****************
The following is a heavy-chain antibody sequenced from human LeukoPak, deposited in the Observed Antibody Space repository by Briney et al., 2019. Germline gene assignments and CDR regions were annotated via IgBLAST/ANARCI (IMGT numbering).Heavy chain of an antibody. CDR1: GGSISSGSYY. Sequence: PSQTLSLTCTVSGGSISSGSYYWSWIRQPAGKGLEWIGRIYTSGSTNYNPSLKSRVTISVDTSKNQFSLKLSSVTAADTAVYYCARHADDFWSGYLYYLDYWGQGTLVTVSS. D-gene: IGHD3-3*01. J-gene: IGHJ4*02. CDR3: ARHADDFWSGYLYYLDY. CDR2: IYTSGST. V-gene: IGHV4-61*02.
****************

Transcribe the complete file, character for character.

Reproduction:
The following is a heavy-chain antibody sequenced from human LeukoPak, deposited in the Observed Antibody Space repository by Briney et al., 2019. Germline gene assignments and CDR regions were annotated via IgBLAST/ANARCI (IMGT numbering).Heavy chain of an antibody. CDR1: GGSISSGSYY. Sequence: PSQTLSLTCTVSGGSISSGSYYWSWIRQPAGKGLEWIGRIYTSGSTNYNPSLKSRVTISVDTSKNQFSLKLSSVTAADTAVYYCARHADDFWSGYLYYLDYWGQGTLVTVSS. D-gene: IGHD3-3*01. J-gene: IGHJ4*02. CDR3: ARHADDFWSGYLYYLDY. CDR2: IYTSGST. V-gene: IGHV4-61*02.